By Nicole Ackman
February is the month of Valentine’s Day and of love, so it’s the perfect time to discuss romantic comedies. Over the past few years, Netflix has produced a plethora of original rom-coms. While not all of them are top-notch quality (yes, I’m thinking of the slew of Noah Centineo vehicles they made after the success of “To All the Boys I’ve Loved Before” (2018)), they’ve proven themselves to be the top studio for this sort of movie.
Several of the films mentioned in this list are directed by women and even more have screenplays written by women. The films in this genre are often dismissed as “chick flicks” and not taken seriously, but making a truly good rom-com is no easy feat. It’s great to see Netflix backing so many female filmmakers and dedicating themselves to being a home for this sort of movie. Now after a couple of years of releases, Netflix has a rom-com for every possible mood.
If you want a Nora Ephron-esque rom-com set in New York City: “Set It Up” (2018)
Claire Scanlon’s “Set It Up” (2018) follows two assistants in New York City who decide to set up their demanding bosses in an attempt to get more free time for themselves. While it’s nothing that breaks convention, it does seem like a modern successor to older New York City rom-coms like “You’ve Got Mail” (1998) and “When Harry Met Sally” (1989). Zoey Deutch and Glen Powell are charming as the main couple, but Lucy Liu and Taye Diggs’s contrived romance is equally entertaining.
If you want a Christmas rom-com: “Let It Snow” (2019)
If you like watching holiday rom-coms year round, we certainly won’t judge you. Last year, Netflix released “Let It Snow” (2019), based on the young adult novel by Maureen Johnson, John Green, and Lauren Myracle, which follows multiple interwoven story lines of people in small-town Illinois on Christmas Eve. The young cast is impressive and includes some familiar faces like Jacob Batalon (“Spider-Man: Homecoming”) and Kiernan Shipka “(Chilling Adventures of Sabrina”).
If you’d rather see a break-up than a meet-cute: “Someone Great” (2018)
Jennifer Kaytin Robinson wrote and directed “Someone Great” (2018), a rom-com that focuses on Jenny’s (Gina Rodriguez) reaction to breaking up with her boyfriend of nine years, rather than a couple getting together. My favorite thing about it though is that Robinson credits Taylor Swift’s album “1989” with inspiring her to move past her own bad break-up and to make this film, while Swift has a song on her latest album called “Death by a Thousand Cuts” that was inspired by this movie. Talk about coming full circle!
If you want to see Keanu Reeves playing…Keanu Reeves: “Always Be My Maybe” (2019)
After watching “Always Be My Maybe” (2019) directed by Nahnatchka Khan, I feel like every rom-com would benefit from having Keanu Reeves playing an exaggerated version of himself. Ali Wong and Randall Park wrote and star in this film about childhood best friends who haven’t spoken for years after a disastrous teenage fling. When celebrity chef Sasha (Ali Wong) moves back to San Francisco, she reconnects with local musician Marcus (Randall Park). It’s a unique film, if for nothing else other than the celebrity cameo, and deliciously funny.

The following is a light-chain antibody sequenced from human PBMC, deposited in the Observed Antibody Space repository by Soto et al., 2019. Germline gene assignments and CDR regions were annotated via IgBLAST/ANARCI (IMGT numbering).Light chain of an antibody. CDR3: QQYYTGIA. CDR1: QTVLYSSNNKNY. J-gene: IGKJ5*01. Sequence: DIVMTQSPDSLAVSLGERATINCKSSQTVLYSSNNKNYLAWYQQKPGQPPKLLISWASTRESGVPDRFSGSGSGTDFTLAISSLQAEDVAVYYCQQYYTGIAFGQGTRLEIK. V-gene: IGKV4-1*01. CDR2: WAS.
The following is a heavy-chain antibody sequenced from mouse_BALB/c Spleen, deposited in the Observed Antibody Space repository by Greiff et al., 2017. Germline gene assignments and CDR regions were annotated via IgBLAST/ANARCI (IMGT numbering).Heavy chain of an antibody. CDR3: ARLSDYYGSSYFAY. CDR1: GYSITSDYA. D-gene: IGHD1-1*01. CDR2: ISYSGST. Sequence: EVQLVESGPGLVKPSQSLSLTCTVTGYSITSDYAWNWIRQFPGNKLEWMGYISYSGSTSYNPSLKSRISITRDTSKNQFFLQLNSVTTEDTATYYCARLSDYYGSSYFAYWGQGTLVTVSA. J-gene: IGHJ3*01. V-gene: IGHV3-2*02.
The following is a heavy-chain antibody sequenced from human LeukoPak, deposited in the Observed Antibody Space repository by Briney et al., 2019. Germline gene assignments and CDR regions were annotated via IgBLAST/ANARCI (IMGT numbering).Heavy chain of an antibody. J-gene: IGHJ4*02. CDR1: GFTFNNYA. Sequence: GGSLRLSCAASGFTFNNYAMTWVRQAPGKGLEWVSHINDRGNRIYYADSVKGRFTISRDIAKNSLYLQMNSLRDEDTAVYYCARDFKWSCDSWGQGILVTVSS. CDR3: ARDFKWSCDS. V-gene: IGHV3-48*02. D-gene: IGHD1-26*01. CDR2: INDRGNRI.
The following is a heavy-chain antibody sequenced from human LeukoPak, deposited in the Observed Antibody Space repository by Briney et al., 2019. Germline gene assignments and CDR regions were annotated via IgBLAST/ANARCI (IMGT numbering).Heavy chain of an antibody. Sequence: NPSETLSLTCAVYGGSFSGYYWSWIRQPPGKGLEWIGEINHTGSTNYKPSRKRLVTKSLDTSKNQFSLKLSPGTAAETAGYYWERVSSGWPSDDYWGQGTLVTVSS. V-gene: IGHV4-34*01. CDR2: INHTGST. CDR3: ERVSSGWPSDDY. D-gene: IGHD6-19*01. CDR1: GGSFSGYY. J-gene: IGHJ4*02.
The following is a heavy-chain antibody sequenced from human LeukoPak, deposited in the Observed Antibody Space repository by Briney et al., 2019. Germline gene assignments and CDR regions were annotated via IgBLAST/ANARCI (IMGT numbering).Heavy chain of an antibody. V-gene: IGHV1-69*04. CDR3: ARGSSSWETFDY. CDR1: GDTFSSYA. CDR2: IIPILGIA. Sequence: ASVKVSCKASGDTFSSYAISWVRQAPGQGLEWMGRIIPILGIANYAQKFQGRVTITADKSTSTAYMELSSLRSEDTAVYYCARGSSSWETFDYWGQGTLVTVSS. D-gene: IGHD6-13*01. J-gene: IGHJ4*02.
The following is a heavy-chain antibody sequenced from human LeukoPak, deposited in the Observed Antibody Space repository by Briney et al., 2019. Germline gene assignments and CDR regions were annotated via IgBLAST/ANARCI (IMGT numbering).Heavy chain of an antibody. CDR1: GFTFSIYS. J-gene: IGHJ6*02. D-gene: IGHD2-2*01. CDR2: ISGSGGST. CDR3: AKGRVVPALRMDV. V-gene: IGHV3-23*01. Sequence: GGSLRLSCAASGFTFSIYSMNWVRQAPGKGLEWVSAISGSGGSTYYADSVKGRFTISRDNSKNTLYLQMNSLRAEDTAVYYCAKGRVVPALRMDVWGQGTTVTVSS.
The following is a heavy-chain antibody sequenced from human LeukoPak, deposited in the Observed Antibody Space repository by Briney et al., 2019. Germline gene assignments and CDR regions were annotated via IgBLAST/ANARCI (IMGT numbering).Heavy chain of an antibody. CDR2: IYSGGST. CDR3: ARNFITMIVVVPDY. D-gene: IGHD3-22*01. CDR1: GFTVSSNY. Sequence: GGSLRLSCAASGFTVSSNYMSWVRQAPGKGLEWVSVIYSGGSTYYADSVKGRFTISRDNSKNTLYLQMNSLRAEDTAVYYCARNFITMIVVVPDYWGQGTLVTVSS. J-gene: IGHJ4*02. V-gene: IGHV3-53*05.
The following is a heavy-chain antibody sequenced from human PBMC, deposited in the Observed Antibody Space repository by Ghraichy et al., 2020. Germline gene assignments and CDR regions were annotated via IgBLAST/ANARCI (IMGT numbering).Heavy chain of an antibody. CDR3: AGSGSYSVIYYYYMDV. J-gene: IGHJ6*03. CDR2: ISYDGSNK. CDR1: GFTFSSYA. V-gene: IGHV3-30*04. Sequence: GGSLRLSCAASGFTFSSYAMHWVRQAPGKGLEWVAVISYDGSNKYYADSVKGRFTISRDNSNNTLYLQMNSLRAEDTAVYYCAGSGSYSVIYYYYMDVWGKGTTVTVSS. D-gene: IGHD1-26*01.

If you’re more interested in self-love: “Dumplin’” (2018)
You could easily argue that Anne Fletcher’s “Dumplin’” (2018) is more of a coming-of-age film than a rom-com, but it does have a cute romance plot line. Despite her mother’s reign as a beauty queen, Willowdean (Danielle Macdonald) doesn’t fit the conventional mold of a pageant girl, but when she signs up for a local Texas pageant to prove a point, she inspires other girls around her to do so as well. The film is heartwarming and features great performances from Jennifer Aniston and Danielle Macdonald and some fantastic Dolly Parton music.
If you want a period film: “The Guernsey Literary and Potato Peel Pie Society” (2018)
Mike Newell’s “The Guernsey Literary and Potato Peel Pie Society,” (2018) based on the novel of the same name, is the story of a young writer who visits the English island of Guernsey just after the end of World War II. Juliet (Lily James) is surprised to learn about the country’s occupation by the Nazis during the war and what the people there had to do to survive. While it certainly doesn’t shy away from the horrors of war, it’s an incredibly cozy movie that celebrates how books and literature can bring people together. It has the sort of cast — Lily James, Matthew Goode, Michael Huisman, Penelope Wilton, Jessica Brown Findlay — that every British period piece dreams of.
If you want a high school rom-com: “To All the Boys I’ve Loved Before” (2018) and “To All the Boys: P.S. I Still Love You” (2020)
Netflix struck gold with their adaptations of Jenny Han’s “To All the Boys I’ve Loved Before” trilogy. These films tell the story of Lara Jean Covey (Lana Condor), the middle of three sisters, who is trying to get through high school, help out her single parent father, and deal with the aftermath of the love letters she’s written to five boys over the course of her life getting mailed to them. The first film was released in 2018 and shot Noah Centineo to Internet boyfriend status almost immediately. Lana Condor, Anna Cathcart, and John Corbett also star in both films, giving some of the strongest performances in a high school rom-com since “Easy A” (2010).
The second film, “To All the Boys: P.S. I Still Love You,” (2020) addresses what comes after the happily-ever-after confessing your love on a lacrosse field moment as Lara Jean finds herself stuck in a love triangle between her boyfriend Peter (Noah Centineo) and an old crush John Ambrose (played by the incredibly talented and adorable Jordan Fisher). It’s Netflix’s latest release on the rom-com front and it is the rare sequel that lives up to the series’s first film, carrying on with the same charm.